Curb cheating in Master's project

One of the areas that require emphasis is
One of the areas that require emphasis is quantitative analysis. FILE PHOTO | NMG 

In conclusion of the Business Talk mini series on Kenyan higher education, graduate student research supervisors should incorporate the following techniques into their assessment of projects and theses to significantly reduce the high prevalence of master’s project cheating.

First, nearly all students do not know how to do the quantitative analysis portion of the project. Business statistics courses often show pre-computer formulas and do not provide step-by-step instruction on how to conduct and interpret robust quantitative analysis. Instead of supervisors making the false assumption that students know how to write the analysis section of their thesis by the time they get assigned a research supervisor, the supervisor should rather know that the master’s student likely does not comprehend how to already do analysis and, unless shown by the supervisor how to do it, will likely cheat to get it done by using third party paid writers.

Inasmuch, supervisors should require students to show them all the physical hard copies of the filled-out surveys along with the signing sheet where questionnaire respondents provide their names, signatures, and sometimes identification numbers. Supervisors should check against false completion whereby the same handwriting, pen, and unnatural patterns appear in the surveys, indicating that the sample population did not really fill them out.

Second, the supervisor should do a spot check of the student’s data entry accuracy. Compare several original surveys and the data entered into Excel, Nvivo, Stata, or SPSS. Then the supervisor should check the data entry parameters to make sure the student entered the right type of data, such as ordinal, nominal, or scale and the correct width and decimals. In quantitative projects, the supervisor can then quickly and easily on a one by one basis show the student how to do descriptive statistics, Cronbach’s alpha reliability tests, create summated scales, run correlations matrix, variance components, t-statics, and multiple regressions. More complicated exploratory factor analysis and confirmatory factor analysis in structured equation modelling requiring AMOS or Mplus software is usually reserved for doctoral students.

Third, the student then goes forth and applies the direct one-on-one learning based on their own data to follow through and complete the analysis. Supervisors should always check the direct SPSS output to see if it matches what appears in the student’s analysis section.

Sometimes also spot check the electronic author of the file and see if the Word document matches the student’s regular machine rather than a paid external third party.

Fourth, provide students with sources that instruct them how to write up the analysis results. Professor Andy Fields’ YouTube clips and textbooks found online prove useful for Kenyan master’s students writing their Chapter Four results. If a supervisor fails to provide resources or recommendations, the student will likely turn to cheating by again paying a third party to write their analysis section.

Fifth, every student bases their project off several seminal journal articles that underpin the relationships between the variables in their research questions and hypotheses.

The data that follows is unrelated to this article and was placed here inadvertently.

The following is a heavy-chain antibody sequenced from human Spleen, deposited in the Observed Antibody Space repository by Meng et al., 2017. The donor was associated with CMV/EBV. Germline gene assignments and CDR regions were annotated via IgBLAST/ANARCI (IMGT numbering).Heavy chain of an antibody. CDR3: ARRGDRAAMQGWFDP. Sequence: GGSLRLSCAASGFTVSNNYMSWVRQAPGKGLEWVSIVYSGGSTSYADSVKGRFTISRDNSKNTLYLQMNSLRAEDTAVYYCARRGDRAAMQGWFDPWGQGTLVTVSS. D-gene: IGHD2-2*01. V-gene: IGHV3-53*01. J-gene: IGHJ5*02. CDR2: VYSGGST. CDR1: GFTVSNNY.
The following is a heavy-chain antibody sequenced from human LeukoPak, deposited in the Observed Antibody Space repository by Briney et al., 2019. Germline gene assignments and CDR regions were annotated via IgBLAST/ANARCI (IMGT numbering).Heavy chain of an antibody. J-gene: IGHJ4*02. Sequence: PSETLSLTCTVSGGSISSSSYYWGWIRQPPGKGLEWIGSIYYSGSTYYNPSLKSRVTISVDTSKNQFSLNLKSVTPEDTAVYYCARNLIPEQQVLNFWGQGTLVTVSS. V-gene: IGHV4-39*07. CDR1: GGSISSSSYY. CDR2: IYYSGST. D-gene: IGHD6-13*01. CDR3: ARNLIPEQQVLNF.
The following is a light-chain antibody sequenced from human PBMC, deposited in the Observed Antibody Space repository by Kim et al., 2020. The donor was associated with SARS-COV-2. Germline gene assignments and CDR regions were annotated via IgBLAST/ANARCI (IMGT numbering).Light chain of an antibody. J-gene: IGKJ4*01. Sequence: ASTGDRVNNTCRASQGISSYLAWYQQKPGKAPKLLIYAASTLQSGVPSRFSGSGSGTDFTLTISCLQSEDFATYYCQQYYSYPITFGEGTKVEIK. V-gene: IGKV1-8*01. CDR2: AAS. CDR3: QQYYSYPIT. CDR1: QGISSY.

Make the student provide the supervisor with electronic or paper copies of these important articles. Also, every article that contributes towards the survey questions should be shown to the supervisor to make sure that the student is not quoting indirect sources and that their literature review is not misstated.

Sixth, some universities do not require master’s or doctoral students to defend their dissertations. Others hold a defence that involves only hearing comments but not allowing the student to respond verbally. Unfortunately, in such scenarios, little accountability exists to prove original authorship and comprehension. Supervisors should not be afraid to question and challenge students about the meaning behind what they write.

Supervisors should avoid tedious debates on margin size, page numbers, table numbering, and instead focus the most attention on the content and making sure that it makes logical sense and that the student actually wrote and understands what appears in his or her project.

Seventh, in quantitative projects the supervisor should challenge data results whereby the intended scale does not fall within the appropriate reliability range in the Cronbach’s alpha test between 0.70 and 0.95. If reverse scale items are reversed in SPSS, for example, then a supervisor could let the reliability test fall to 0.65.

If the test results fall below 0.65 then either the scale is wrong by combining unlike constructs or respondents filled the survey in randomly.

If the results go over 0.95, then the student either cheated, the scale was poor by asking the same question over and over, or the respondents did not take the questionnaire seriously. The supervisor should visually see the original surveys for patterns indicating unserious completion and get to the bottom of the reliability test results.

While the above steps may seem like overwork for what some supervisors may be used to doing, they prove absolutely necessary. As technology advances and low labour rates for ghost writers prevail, cheating on master’s projects and theses will flourish if we in academia do not take more proactive steps to assert ethical standards and foster real student learning and growth.